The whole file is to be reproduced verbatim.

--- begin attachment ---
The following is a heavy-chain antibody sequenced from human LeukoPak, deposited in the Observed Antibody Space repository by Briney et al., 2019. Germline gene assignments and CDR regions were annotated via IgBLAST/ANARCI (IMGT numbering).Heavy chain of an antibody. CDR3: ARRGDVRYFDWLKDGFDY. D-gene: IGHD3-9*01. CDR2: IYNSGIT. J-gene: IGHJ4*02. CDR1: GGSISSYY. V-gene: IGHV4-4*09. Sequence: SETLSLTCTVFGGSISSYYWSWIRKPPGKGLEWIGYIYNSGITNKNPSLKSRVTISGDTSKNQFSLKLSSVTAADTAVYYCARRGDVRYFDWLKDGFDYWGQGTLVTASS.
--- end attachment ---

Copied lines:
The following is a heavy-chain antibody sequenced from human LeukoPak, deposited in the Observed Antibody Space repository by Briney et al., 2019. Germline gene assignments and CDR regions were annotated via IgBLAST/ANARCI (IMGT numbering).Heavy chain of an antibody. CDR3: ARRGDVRYFDWLKDGFDY. D-gene: IGHD3-9*01. CDR2: IYNSGIT. J-gene: IGHJ4*02. CDR1: GGSISSYY. V-gene: IGHV4-4*09. Sequence: SETLSLTCTVFGGSISSYYWSWIRKPPGKGLEWIGYIYNSGITNKNPSLKSRVTISGDTSKNQFSLKLSSVTAADTAVYYCARRGDVRYFDWLKDGFDYWGQGTLVTASS.